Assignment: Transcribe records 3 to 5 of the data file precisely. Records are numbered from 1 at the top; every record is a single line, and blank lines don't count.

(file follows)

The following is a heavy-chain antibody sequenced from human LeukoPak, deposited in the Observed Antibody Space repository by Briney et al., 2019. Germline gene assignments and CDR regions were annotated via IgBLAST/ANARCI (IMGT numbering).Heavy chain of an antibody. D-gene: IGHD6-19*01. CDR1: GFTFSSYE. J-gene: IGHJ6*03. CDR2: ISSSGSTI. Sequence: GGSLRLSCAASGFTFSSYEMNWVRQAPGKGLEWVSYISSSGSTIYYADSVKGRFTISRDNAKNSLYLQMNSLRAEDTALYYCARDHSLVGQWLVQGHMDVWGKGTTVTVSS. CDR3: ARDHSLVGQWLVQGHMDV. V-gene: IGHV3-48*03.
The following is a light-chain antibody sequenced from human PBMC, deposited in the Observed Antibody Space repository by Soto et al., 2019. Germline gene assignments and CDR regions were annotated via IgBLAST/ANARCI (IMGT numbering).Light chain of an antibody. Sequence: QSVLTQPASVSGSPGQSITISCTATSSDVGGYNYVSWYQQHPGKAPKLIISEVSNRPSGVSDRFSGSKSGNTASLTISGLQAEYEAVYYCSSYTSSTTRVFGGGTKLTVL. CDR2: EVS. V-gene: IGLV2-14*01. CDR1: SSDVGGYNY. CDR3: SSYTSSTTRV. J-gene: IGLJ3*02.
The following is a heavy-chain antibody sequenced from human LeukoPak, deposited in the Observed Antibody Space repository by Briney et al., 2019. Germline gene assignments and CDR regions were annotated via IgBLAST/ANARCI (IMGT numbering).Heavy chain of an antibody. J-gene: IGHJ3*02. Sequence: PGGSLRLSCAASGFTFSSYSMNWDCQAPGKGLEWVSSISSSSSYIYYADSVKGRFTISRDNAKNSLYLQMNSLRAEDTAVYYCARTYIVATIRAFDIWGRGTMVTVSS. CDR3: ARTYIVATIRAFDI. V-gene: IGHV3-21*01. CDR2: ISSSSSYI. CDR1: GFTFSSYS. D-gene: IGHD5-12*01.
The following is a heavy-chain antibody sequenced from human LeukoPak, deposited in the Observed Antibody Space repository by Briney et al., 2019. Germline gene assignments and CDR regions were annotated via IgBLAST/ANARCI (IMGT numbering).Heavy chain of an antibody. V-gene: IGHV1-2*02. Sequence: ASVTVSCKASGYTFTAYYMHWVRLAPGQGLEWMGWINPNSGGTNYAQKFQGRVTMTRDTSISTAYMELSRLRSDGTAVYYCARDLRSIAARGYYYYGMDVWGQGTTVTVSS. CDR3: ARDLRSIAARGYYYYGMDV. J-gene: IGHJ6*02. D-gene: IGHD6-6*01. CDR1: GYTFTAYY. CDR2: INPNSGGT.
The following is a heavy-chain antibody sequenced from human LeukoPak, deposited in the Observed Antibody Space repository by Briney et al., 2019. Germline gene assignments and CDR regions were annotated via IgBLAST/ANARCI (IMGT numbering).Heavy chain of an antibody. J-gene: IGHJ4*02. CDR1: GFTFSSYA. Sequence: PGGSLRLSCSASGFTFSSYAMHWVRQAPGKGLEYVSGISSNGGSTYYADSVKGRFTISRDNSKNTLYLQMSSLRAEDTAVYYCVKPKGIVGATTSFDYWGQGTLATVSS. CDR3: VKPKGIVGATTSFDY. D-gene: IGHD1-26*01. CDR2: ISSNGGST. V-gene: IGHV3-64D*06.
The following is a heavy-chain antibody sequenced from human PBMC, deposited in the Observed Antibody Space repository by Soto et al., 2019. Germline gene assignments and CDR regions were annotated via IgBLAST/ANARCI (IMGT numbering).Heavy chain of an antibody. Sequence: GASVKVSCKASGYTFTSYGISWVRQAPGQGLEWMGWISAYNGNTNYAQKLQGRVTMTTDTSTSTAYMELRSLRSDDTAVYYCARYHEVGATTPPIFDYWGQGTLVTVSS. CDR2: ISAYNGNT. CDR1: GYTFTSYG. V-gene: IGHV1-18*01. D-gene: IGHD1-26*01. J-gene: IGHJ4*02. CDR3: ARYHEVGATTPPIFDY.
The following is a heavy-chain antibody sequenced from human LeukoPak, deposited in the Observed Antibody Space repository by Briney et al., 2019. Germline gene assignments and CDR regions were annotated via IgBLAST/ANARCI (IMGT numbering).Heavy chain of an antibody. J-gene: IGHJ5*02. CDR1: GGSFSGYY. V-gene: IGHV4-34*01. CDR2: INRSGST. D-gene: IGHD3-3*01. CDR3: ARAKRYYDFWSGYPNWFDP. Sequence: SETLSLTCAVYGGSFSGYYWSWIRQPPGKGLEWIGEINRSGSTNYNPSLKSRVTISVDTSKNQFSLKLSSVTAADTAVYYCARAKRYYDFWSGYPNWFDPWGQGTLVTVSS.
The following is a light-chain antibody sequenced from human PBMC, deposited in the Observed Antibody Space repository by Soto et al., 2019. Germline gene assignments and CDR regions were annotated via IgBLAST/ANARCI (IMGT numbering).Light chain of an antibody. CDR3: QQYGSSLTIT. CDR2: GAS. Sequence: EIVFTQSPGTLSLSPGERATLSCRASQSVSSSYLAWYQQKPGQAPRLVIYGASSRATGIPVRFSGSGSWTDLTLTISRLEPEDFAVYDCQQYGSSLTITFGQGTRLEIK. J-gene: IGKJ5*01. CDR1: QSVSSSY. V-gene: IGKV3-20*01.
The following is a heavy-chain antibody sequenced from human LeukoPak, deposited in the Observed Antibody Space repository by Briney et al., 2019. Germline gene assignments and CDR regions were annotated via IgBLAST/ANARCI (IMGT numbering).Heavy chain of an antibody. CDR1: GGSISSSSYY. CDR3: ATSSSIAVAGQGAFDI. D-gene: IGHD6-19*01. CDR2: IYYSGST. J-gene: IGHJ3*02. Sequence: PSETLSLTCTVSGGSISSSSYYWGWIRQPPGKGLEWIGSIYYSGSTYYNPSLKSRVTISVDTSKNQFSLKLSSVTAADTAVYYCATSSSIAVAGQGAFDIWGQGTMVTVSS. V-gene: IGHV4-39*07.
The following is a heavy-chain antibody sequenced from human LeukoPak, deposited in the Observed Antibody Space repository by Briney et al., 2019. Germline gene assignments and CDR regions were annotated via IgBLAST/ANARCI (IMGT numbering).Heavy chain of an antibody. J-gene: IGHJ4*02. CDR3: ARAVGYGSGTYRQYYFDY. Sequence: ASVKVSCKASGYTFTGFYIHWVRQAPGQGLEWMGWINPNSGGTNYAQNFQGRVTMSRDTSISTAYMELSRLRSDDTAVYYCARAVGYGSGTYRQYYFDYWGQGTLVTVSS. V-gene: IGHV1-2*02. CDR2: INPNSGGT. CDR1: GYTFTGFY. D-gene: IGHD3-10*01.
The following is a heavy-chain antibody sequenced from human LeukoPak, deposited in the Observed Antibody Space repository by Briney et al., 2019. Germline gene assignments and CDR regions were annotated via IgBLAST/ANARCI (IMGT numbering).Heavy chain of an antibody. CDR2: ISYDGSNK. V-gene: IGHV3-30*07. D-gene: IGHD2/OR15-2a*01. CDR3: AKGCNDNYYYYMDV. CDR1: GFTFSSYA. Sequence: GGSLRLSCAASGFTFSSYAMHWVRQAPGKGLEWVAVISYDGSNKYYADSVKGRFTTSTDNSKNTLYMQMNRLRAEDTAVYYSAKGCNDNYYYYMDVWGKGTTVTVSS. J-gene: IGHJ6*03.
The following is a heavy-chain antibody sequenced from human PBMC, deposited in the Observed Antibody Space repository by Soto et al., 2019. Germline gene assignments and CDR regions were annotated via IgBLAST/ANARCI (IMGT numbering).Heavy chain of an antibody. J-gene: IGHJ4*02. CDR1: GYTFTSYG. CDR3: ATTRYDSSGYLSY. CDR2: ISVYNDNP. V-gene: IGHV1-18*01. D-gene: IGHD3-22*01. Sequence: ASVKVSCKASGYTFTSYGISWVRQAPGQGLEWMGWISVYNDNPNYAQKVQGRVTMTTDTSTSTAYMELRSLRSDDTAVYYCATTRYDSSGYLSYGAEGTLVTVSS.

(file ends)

The following is a heavy-chain antibody sequenced from human LeukoPak, deposited in the Observed Antibody Space repository by Briney et al., 2019. Germline gene assignments and CDR regions were annotated via IgBLAST/ANARCI (IMGT numbering).Heavy chain of an antibody. J-gene: IGHJ3*02. Sequence: PGGSLRLSCAASGFTFSSYSMNWDCQAPGKGLEWVSSISSSSSYIYYADSVKGRFTISRDNAKNSLYLQMNSLRAEDTAVYYCARTYIVATIRAFDIWGRGTMVTVSS. CDR3: ARTYIVATIRAFDI. V-gene: IGHV3-21*01. CDR2: ISSSSSYI. CDR1: GFTFSSYS. D-gene: IGHD5-12*01.
The following is a heavy-chain antibody sequenced from human LeukoPak, deposited in the Observed Antibody Space repository by Briney et al., 2019. Germline gene assignments and CDR regions were annotated via IgBLAST/ANARCI (IMGT numbering).Heavy chain of an antibody. V-gene: IGHV1-2*02. Sequence: ASVTVSCKASGYTFTAYYMHWVRLAPGQGLEWMGWINPNSGGTNYAQKFQGRVTMTRDTSISTAYMELSRLRSDGTAVYYCARDLRSIAARGYYYYGMDVWGQGTTVTVSS. CDR3: ARDLRSIAARGYYYYGMDV. J-gene: IGHJ6*02. D-gene: IGHD6-6*01. CDR1: GYTFTAYY. CDR2: INPNSGGT.
The following is a heavy-chain antibody sequenced from human LeukoPak, deposited in the Observed Antibody Space repository by Briney et al., 2019. Germline gene assignments and CDR regions were annotated via IgBLAST/ANARCI (IMGT numbering).Heavy chain of an antibody. J-gene: IGHJ4*02. CDR1: GFTFSSYA. Sequence: PGGSLRLSCSASGFTFSSYAMHWVRQAPGKGLEYVSGISSNGGSTYYADSVKGRFTISRDNSKNTLYLQMSSLRAEDTAVYYCVKPKGIVGATTSFDYWGQGTLATVSS. CDR3: VKPKGIVGATTSFDY. D-gene: IGHD1-26*01. CDR2: ISSNGGST. V-gene: IGHV3-64D*06.